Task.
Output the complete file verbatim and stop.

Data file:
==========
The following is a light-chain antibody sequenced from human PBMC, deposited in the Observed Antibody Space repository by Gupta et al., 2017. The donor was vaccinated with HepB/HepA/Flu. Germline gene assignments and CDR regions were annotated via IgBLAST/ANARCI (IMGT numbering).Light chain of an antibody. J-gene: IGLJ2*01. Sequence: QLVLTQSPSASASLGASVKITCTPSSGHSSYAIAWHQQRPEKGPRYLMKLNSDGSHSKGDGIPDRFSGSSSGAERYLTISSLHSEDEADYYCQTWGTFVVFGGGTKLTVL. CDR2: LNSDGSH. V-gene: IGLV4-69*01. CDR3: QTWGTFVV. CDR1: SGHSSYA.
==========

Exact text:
The following is a light-chain antibody sequenced from human PBMC, deposited in the Observed Antibody Space repository by Gupta et al., 2017. The donor was vaccinated with HepB/HepA/Flu. Germline gene assignments and CDR regions were annotated via IgBLAST/ANARCI (IMGT numbering).Light chain of an antibody. J-gene: IGLJ2*01. Sequence: QLVLTQSPSASASLGASVKITCTPSSGHSSYAIAWHQQRPEKGPRYLMKLNSDGSHSKGDGIPDRFSGSSSGAERYLTISSLHSEDEADYYCQTWGTFVVFGGGTKLTVL. CDR2: LNSDGSH. V-gene: IGLV4-69*01. CDR3: QTWGTFVV. CDR1: SGHSSYA.